Perhaps nothing better symbolizes the political maturity of Liberty University than its flip-flops.
In the summer of 2005, the Lynchburg, Virginia, school made national news when it announced the most drastic change in a slowly evolving dress code: Flip-flops would be permitted in class. It was a watershed moment for the university. Severe side parts, collared dress shirts, and ties for men; knee-length skirts, lace-panel dresses, and poufy hair for women were out. Flip-flops, jeans, and capris were in.
The symbols reflected substance: since the school's inception, its business-attire dress code had been as much a part of its identity as its controversial founder, Jerry Falwell, and its rules against drinking, dancing, and (according to legend) going to the movies. Notably, along with flip-flops, "movement" and movies are allowed now. (The teetotaling stands.) Clearly, there was more afoot at the university than a simple sartorial rule.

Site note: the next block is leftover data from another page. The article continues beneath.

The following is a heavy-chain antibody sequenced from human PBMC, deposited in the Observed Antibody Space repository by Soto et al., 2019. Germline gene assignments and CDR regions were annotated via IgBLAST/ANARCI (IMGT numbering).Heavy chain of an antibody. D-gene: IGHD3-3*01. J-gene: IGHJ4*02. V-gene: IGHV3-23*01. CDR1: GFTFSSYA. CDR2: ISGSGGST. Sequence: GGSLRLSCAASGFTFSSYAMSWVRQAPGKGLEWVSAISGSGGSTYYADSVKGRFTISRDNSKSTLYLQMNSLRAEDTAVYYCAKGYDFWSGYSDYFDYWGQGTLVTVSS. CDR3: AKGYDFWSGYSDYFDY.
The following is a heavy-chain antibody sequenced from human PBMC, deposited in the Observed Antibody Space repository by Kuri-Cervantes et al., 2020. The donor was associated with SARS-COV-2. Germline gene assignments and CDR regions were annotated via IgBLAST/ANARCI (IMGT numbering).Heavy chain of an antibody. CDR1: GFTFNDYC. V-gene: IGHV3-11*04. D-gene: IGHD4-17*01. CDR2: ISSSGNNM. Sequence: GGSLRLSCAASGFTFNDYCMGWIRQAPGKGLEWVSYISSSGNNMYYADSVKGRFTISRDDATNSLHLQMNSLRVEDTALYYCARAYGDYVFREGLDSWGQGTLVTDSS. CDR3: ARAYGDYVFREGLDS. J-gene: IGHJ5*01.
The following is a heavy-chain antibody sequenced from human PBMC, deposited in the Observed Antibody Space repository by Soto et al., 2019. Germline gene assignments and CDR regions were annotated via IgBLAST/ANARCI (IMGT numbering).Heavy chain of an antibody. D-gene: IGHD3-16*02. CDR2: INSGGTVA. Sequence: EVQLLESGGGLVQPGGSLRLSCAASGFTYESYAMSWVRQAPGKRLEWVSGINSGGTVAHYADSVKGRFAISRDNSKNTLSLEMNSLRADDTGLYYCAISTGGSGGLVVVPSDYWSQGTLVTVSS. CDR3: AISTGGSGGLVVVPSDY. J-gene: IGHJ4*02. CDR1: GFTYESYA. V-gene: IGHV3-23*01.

Administrators knew that the university couldn't meet the goal of its founder of becoming a "world class" evangelical university by requiring its students to dress like Mormons on mission. More important, it was clear that changing the world for Christ would require more than a handful of well-placed politicians from among its graduates. Instead, it would take an infusion of "Champions for Christ," as the school calls its students, working in every vocation. The flip-flops, then, exemplified the late Jerry Falwell's ability to leverage politics to achieve greater aims.
Falwell's national and international reputation stemmed from his political activism, but his real focus was both narrower and broader: his heart always lay with the local ...1